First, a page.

Those of us who are English speakers are blessed with a number of good translations of the Bible.  Generally they say the same thing--perhaps one doing a better job of it than another.  Sometimes though they don't.  I ran into this with the text I was dealing with last Sunday.  In Luke 18:11 some translations indicated that the Pharisee prayed to himself.  Others have him standing by himself praying.  I'll let those more capable than me weigh in on the Greek grammar, etc.  The fact of the matter is, I want the passage to say he prayed to himself, because that translation fits my sermon better.  I came to the conclusion that that is the best translation, for reasons that, no doubt, some of you would regard as inadequate, but the fact of the matter is that I need to restrain the "What do I want it say?" question, (I hope I did.) and work hard (2 Timothy 2:15) to answer the only question that really matters--"What does the text say?"
    Here is a yellow flag for laypersons.  If a book, sermon, or study sheet, quotes from a number of Bible translations, it is fair to ask, "Is the author picking translations that agree with him, or is he using the translation that best captures the sense of the original?"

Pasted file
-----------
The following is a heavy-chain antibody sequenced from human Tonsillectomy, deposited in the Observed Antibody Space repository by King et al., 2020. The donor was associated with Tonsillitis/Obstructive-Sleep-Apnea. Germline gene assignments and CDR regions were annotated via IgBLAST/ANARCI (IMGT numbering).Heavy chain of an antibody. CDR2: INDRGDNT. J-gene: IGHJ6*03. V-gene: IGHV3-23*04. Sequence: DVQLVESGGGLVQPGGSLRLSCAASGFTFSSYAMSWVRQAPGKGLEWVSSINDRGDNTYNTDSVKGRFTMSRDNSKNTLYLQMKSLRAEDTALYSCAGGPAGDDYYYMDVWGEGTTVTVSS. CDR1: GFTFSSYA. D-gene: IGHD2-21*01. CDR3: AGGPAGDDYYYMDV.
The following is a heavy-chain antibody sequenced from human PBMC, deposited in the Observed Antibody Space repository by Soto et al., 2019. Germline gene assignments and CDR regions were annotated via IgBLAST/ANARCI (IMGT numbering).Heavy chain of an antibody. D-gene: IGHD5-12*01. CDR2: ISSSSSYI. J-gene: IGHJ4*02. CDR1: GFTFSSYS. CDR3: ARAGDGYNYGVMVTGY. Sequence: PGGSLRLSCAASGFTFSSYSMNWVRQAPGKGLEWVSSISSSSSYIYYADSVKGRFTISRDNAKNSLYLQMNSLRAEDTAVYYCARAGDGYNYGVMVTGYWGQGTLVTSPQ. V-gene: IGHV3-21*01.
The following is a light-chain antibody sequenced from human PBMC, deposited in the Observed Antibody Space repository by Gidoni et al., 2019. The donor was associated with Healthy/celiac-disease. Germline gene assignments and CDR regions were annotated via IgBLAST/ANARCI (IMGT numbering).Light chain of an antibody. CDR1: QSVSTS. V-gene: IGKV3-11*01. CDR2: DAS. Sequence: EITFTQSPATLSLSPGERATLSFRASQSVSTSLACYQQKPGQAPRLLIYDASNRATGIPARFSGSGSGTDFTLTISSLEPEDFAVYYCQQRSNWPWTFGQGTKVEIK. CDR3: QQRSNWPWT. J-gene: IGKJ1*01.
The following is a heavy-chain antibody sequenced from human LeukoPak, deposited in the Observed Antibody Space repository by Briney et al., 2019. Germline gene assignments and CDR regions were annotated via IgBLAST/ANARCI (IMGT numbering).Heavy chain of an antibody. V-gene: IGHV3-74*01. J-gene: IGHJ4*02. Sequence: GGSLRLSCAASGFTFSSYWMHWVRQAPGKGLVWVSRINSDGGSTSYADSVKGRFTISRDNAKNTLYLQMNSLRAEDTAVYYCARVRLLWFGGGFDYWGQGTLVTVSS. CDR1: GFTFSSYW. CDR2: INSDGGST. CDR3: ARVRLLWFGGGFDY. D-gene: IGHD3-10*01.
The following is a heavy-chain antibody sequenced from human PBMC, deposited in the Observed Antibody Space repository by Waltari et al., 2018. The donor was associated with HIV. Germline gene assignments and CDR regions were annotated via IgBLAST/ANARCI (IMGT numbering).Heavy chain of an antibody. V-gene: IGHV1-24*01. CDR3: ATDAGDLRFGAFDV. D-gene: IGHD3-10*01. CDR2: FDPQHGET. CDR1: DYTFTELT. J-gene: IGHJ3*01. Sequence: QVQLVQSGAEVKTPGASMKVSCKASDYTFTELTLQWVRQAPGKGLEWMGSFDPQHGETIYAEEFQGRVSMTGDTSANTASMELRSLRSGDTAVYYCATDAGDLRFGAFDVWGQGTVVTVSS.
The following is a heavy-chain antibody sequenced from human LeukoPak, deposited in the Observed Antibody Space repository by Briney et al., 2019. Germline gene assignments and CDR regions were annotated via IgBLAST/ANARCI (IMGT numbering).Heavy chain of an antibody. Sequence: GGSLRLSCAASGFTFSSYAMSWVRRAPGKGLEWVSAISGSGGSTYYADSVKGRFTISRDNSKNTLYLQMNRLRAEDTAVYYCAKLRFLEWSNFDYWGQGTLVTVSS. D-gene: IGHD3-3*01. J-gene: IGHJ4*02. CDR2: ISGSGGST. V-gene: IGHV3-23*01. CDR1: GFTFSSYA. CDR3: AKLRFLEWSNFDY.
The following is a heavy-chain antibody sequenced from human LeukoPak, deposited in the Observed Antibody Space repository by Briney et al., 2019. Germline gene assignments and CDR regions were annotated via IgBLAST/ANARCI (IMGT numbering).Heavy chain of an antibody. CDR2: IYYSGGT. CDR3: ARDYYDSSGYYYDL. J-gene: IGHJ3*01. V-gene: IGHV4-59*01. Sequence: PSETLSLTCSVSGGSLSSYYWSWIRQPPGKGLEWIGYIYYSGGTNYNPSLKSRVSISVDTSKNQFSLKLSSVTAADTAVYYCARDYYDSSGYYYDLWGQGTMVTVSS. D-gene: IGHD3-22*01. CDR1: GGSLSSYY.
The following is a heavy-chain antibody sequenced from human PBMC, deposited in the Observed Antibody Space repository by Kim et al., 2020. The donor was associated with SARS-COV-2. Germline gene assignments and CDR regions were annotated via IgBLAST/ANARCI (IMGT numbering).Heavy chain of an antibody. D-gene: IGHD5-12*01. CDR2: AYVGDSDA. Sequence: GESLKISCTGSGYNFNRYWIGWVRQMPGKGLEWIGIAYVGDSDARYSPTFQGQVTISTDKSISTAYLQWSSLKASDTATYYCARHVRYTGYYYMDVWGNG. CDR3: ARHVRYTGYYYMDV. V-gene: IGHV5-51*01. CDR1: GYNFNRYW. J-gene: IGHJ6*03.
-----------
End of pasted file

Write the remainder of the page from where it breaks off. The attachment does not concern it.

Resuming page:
Sometimes "things wonderful to behold" take place in this regard.
  • The "How Do I Want It To Turn Out?" question:
    Stay tuned.

Monday, July 2, 2012

A Prayer Request for some friends on the other side of the world:

I just posted a prayer request, with fairly lengthy explanation, on Covington Bible Church's Facebook page.  I'm re-posting it here, with even more explanation and links.

A prayer request:
It will require a bit of explanation.  Chuuk, one of the Federated states of Micronesia, is one of the places that missionaries from Liebenzell Mission worked in the last Century.  Churches were started there.  These churches banded together in what amounts to a small denomination, the Evangelical Church of Chuuk (ECC).